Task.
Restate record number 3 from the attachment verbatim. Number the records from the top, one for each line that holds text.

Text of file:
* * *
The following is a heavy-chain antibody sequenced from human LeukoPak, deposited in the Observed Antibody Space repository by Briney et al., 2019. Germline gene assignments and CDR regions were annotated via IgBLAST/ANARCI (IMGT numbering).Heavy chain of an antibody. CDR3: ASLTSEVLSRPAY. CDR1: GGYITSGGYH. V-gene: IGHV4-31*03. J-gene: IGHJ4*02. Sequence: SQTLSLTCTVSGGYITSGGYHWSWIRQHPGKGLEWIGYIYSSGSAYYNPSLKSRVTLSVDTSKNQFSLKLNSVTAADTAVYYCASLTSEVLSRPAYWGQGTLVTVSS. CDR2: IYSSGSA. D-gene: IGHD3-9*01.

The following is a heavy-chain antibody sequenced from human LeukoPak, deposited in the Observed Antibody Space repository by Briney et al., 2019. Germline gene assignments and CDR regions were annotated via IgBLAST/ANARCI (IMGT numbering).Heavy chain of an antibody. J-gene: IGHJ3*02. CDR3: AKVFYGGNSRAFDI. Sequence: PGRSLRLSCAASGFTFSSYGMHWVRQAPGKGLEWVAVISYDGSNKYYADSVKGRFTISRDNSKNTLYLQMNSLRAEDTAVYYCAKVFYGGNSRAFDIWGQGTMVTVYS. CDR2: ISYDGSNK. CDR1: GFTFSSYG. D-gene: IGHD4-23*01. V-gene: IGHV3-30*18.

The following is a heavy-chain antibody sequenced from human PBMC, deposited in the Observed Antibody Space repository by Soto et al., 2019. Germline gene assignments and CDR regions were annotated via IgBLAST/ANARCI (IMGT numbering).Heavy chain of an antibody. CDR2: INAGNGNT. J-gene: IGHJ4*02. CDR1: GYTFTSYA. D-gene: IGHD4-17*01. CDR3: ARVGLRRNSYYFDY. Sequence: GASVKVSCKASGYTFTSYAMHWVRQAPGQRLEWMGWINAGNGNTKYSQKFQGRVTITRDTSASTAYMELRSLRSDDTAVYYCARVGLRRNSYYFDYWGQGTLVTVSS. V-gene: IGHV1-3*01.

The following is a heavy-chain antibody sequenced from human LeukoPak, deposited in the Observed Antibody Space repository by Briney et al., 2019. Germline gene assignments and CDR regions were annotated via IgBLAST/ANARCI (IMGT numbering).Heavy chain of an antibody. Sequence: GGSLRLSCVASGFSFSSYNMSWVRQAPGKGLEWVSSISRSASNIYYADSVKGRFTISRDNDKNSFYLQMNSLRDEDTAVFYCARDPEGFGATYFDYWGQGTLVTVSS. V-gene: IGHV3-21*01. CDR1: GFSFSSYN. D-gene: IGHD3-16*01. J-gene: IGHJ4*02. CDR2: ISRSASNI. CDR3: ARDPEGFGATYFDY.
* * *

The following is a heavy-chain antibody sequenced from human PBMC, deposited in the Observed Antibody Space repository by Soto et al., 2019. Germline gene assignments and CDR regions were annotated via IgBLAST/ANARCI (IMGT numbering).Heavy chain of an antibody. CDR2: INAGNGNT. J-gene: IGHJ4*02. CDR1: GYTFTSYA. D-gene: IGHD4-17*01. CDR3: ARVGLRRNSYYFDY. Sequence: GASVKVSCKASGYTFTSYAMHWVRQAPGQRLEWMGWINAGNGNTKYSQKFQGRVTITRDTSASTAYMELRSLRSDDTAVYYCARVGLRRNSYYFDYWGQGTLVTVSS. V-gene: IGHV1-3*01.